Black pine clump?

Bonsai Nut

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An amazing example of a clump style JBP. I have never seen one of these in person, and I'm sure it's due in part to the difficulty of maintaining black pine in this style. It would be very difficult to maintain energy balance and prevent inner buds from dying, to say nothing of the manual dexterity required to wire inner branches. The bark on the trunks is really expressive. I'd love to see this in real life!





 

emorrin

Sapling
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Thanks for sharing. I didn't think this was possible with Japanese Black Pines. Can this be several single JBP's all grown together then the roots being fused as one through several years of growth?
 

Bonsai Nut

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Thanks for sharing. I didn't think this was possible with Japanese Black Pines. Can this be several single JBP's all grown together then the roots being fused as one through several years of growth?

This is how I assume it was developed. The bark suggests these are pretty old trees for as small as they are. I imagine they were developed separately and then planted together. It was quite and undertaking, and I'll bet this tree is extremely difficult to maintain.
 
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Interesting clump. The needles are far out of porportion, but other than that, it is eye catching.



Will
 

Mojosan

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This may be a very technically difficult style, but I can't say that it is an attractive composition.
The needles are too long, the foliage too clumped, and there is no definitive line - the trunks are much to crouded together.

To me it looks like a young nursery mugo gone wild. Not my cup o'tea.
 

bonsaiTOM

Mame
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Wanted to bring this old thread back to life. Any additional info/updates to offer? Anyone know who owns this clump? or where/when the photo was taken?

All comments aside I am interested in the concept, style and execution. Would love to see other clumps, groups and forests discussed here.
 

edprocoat

Masterpiece
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I think thats a beautiful grouping. The first picture which I assume is the front is stunning, it looks as if a forest was put in a pot. Very much like many stands of pines I see here throughout Florida in the winter. I wonder if the inside needles or much wiring is really needed in this composition? I would think its been mainly clippped and grown that way.

ed
 

tanlu

Shohin
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The composition is nice, but IMO there is much need for refinement. The growth looks too course and the needles are way out of proportion. I'm not very experienced with JBP, but perhaps sticking to strictly organic fert for delicate branch develpment and removing candles later in the season would help?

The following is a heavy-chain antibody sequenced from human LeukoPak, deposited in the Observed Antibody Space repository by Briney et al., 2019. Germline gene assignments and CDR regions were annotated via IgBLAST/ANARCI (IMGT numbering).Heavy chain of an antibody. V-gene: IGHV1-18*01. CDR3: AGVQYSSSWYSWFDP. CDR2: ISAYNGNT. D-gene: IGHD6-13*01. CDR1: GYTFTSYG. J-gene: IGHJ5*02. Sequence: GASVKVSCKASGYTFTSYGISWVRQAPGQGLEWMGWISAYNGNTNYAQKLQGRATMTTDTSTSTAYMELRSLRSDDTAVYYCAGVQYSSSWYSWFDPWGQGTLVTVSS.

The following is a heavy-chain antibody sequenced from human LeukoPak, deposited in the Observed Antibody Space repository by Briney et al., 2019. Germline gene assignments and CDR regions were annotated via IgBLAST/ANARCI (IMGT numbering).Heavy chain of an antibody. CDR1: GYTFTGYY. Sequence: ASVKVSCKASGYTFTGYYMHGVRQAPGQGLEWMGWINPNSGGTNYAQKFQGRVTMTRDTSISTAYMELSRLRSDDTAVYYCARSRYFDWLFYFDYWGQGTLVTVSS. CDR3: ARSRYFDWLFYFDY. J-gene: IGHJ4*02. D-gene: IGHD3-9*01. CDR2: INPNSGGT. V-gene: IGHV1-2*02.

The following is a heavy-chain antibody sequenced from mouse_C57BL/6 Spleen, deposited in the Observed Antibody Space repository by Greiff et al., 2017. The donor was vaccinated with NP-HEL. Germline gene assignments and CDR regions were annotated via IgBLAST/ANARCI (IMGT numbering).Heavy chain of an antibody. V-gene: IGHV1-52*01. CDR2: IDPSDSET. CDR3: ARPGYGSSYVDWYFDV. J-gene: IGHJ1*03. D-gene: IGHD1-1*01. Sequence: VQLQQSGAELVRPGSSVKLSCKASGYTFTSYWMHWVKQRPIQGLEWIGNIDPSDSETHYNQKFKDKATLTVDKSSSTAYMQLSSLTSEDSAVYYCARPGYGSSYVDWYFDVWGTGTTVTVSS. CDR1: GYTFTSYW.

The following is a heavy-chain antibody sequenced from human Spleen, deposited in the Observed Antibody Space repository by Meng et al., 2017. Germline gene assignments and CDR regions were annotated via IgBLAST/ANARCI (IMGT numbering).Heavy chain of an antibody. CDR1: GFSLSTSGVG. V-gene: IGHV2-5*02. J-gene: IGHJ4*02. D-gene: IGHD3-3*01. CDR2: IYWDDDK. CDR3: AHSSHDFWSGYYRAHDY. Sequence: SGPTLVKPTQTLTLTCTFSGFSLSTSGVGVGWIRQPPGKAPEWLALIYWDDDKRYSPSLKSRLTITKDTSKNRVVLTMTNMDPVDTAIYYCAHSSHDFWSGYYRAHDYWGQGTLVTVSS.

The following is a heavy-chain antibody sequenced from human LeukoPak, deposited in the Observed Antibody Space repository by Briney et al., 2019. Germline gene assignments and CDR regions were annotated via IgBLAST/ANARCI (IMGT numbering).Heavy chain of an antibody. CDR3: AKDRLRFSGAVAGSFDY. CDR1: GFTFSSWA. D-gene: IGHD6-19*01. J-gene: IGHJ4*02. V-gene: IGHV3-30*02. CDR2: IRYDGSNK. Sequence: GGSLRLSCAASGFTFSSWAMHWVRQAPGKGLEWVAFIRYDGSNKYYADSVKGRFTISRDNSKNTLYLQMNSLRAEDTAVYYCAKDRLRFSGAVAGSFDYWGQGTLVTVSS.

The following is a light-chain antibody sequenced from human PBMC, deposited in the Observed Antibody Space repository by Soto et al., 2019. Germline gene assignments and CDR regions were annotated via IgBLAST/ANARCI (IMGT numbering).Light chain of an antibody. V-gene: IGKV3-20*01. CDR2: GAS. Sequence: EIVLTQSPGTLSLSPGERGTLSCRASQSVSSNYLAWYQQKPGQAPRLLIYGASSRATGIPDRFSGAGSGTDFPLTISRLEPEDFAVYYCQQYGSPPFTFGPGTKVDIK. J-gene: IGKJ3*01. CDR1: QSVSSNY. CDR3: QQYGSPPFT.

T
 

imholte

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IMO I dont think the needles are really that long or out of proportion. Compare it to a ponderosa and these needles are really small. It looks like it could use alot of wiring and that would really make this tree or trees stand out nicely. It would be a buggar to wire though, can you imagine trying to wire those inner branches. Hopefully whoever owns this tree knows what they are doing otherwise you will lose alot of inner branches. Would be great to see it fully wired.
 

Vance Wood

Lord Mugo
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IMO I dont think the needles are really that long or out of proportion. Compare it to a ponderosa and these needles are really small. It looks like it could use alot of wiring and that would really make this tree or trees stand out nicely. It would be a buggar to wire though, can you imagine trying to wire those inner branches. Hopefully whoever owns this tree knows what they are doing otherwise you will lose alot of inner branches. Would be great to see it fully wired.

If you ever get hold of one of the old Yoshimura books you will notice that there used to be a practice of planting an entire JBP cone and let the emerging seedlings do what they want. What you see here is kind of what you get from that kind of planting.
 

Joedes3

Shohin
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Vance,
Just looking at this post. How would you plant the cone? Would this work for all pine cones?
Thanks
Joe
 

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